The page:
An experimental feature could help reduce memory usage in Google Chrome

Google Chrome Stock Photo
PhotoMIX Ltd./Pexels

Google Chrome might be one of the most popular web browsers, but it also is known to take up a lot of your computer’s processing power. Well, that will soon change. As noted by Chrome Story, Google is working on an experimental feature for Chrome that sets out to reduce its overall memory usage.

Known as “Skip best effort tasks,” the feature is currently available for testing in the latest Canary beta version of Google Chrome. Essentially, this feature cuts out typical Chrome tasks such as writing user data to the disk, cleaning caches, reporting metrics and updating components until the browser is ready to be shut down. These tasks are usually running in the background of the web browser and, as usage time progresses, can cause an increase in overall memory usage.

It is not on by default in Chrome Canary and, as with most experimental elements, is hidden behind a flag. Once loaded by typing in chrome://flags/#disable-best-effort-tasks, the setting option for the new memory-reducing ability can be enabled or disabled at will.

This wouldn’t be the first time that Google has been considering ways to make the Chrome browser more efficient. Previous information spotted in the Chromium open-source project revealed that it was working on a “never-slow mode” which intends to increase the performance and load times on select web pages. That feature aims to increase the load time on websites which typically load large scripts and also cuts back on technical elements in web pages like images, stylesheets, scripts, fonts, and long script tasks.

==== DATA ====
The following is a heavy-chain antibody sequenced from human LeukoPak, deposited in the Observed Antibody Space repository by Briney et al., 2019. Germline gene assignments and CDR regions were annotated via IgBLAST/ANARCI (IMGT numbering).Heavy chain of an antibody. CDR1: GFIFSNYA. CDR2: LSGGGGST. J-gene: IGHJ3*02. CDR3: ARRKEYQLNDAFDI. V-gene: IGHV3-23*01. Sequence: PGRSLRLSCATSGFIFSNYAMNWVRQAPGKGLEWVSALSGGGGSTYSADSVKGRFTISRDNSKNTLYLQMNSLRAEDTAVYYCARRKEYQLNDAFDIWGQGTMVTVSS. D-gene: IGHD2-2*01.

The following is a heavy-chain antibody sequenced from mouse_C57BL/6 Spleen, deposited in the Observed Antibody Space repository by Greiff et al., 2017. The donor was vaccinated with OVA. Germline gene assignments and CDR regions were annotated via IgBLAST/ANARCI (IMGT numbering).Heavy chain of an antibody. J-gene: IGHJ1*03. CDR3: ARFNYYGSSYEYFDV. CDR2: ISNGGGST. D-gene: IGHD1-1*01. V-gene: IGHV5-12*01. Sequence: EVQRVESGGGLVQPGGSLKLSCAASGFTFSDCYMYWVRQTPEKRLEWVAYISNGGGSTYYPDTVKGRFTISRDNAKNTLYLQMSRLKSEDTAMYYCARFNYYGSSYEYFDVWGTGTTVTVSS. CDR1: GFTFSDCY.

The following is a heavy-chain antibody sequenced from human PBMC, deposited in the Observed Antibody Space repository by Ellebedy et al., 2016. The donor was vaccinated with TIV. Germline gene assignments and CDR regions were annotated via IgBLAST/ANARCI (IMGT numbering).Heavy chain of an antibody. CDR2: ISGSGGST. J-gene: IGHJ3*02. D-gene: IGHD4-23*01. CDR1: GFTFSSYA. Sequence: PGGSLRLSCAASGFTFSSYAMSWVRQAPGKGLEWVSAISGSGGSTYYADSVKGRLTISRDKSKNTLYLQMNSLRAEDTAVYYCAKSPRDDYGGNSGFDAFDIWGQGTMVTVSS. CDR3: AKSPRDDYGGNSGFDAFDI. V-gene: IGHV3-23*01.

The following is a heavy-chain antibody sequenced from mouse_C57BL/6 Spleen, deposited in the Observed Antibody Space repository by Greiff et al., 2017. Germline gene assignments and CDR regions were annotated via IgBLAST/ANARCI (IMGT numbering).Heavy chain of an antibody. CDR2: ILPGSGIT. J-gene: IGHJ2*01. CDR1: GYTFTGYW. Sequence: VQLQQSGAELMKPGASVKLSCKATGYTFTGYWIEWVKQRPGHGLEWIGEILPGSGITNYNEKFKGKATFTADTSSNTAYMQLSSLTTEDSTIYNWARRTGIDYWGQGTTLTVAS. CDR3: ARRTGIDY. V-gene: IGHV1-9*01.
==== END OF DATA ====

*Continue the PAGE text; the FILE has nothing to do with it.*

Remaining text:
It is still not clear if and when the new memory reducing feature will come to regular versions of Google Chrome. Over the past few months, Google has put a lot of development effort into the browser. Several notable incoming new elements for Google Chrome have been spotted recently, including a new ability to give users warnings for lookalike URLs. A second feature also promises to fight websites that take control of the back button and history. For those who have plenty of websites open on a daily basis, Google is also working on a tab grouping feature which will reduce overall clutter.

Social Media

Your Google+ public content will remain viewable on the web, if you want it to

Google's failed social network — Google+ — will soon be wiped from the internet, but there's a team of volunteers working right now to save its public content for the Internet Archive.

Nintendo Switch controllers will soon be compatible with Google Chrome

Nintendo Switch controllers will soon be supported by Google Chrome, according to a new commit spotted by 9to5Google. The code is likely related to Google's Project Stream game streaming service.

Tired of choosing between Windows and Mac? Check out these Chromebooks instead

We've compiled a list of the best Chromebooks -- laptops that combine great battery life, comfortable keyboards, and the performance it takes to run Google's lightweight Chrome OS. From Samsung to Acer, these are the Chromebooks that really…